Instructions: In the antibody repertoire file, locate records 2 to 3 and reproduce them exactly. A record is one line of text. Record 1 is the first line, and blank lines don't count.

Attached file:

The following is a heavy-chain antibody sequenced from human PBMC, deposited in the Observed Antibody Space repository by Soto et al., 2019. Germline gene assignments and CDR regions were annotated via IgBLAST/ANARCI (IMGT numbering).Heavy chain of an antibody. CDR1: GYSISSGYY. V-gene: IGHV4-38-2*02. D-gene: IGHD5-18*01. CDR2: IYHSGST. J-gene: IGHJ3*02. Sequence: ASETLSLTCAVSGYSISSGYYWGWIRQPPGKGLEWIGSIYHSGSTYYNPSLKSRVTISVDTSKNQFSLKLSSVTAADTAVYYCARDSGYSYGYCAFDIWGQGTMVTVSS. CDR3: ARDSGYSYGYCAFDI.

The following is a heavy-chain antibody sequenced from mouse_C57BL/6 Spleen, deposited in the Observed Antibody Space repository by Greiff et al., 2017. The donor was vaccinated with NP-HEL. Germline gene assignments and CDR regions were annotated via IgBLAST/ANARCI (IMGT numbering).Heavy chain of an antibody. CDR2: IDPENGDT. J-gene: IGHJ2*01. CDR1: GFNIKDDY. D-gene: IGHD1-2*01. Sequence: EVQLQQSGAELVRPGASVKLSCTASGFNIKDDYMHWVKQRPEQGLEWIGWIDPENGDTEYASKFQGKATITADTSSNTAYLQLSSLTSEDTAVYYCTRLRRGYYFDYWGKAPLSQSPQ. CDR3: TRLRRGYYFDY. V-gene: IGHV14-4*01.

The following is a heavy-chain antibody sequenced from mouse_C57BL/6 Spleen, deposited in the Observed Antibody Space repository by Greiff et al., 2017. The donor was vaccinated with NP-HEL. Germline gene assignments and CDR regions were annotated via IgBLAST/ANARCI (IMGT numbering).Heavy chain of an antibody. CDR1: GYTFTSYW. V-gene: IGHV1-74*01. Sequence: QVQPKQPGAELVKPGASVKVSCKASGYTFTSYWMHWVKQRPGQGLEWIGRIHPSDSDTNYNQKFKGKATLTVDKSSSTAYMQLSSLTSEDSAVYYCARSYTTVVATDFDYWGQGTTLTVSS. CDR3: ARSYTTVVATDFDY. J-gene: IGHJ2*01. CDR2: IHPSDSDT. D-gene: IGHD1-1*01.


The following is a heavy-chain antibody sequenced from mouse_C57BL/6 Spleen, deposited in the Observed Antibody Space repository by Greiff et al., 2017. The donor was vaccinated with NP-HEL. Germline gene assignments and CDR regions were annotated via IgBLAST/ANARCI (IMGT numbering).Heavy chain of an antibody. CDR2: IDPENGDT. J-gene: IGHJ2*01. CDR1: GFNIKDDY. D-gene: IGHD1-2*01. Sequence: EVQLQQSGAELVRPGASVKLSCTASGFNIKDDYMHWVKQRPEQGLEWIGWIDPENGDTEYASKFQGKATITADTSSNTAYLQLSSLTSEDTAVYYCTRLRRGYYFDYWGKAPLSQSPQ. CDR3: TRLRRGYYFDY. V-gene: IGHV14-4*01.

The following is a heavy-chain antibody sequenced from mouse_C57BL/6 Spleen, deposited in the Observed Antibody Space repository by Greiff et al., 2017. The donor was vaccinated with NP-HEL. Germline gene assignments and CDR regions were annotated via IgBLAST/ANARCI (IMGT numbering).Heavy chain of an antibody. CDR1: GYTFTSYW. V-gene: IGHV1-74*01. Sequence: QVQPKQPGAELVKPGASVKVSCKASGYTFTSYWMHWVKQRPGQGLEWIGRIHPSDSDTNYNQKFKGKATLTVDKSSSTAYMQLSSLTSEDSAVYYCARSYTTVVATDFDYWGQGTTLTVSS. CDR3: ARSYTTVVATDFDY. J-gene: IGHJ2*01. CDR2: IHPSDSDT. D-gene: IGHD1-1*01.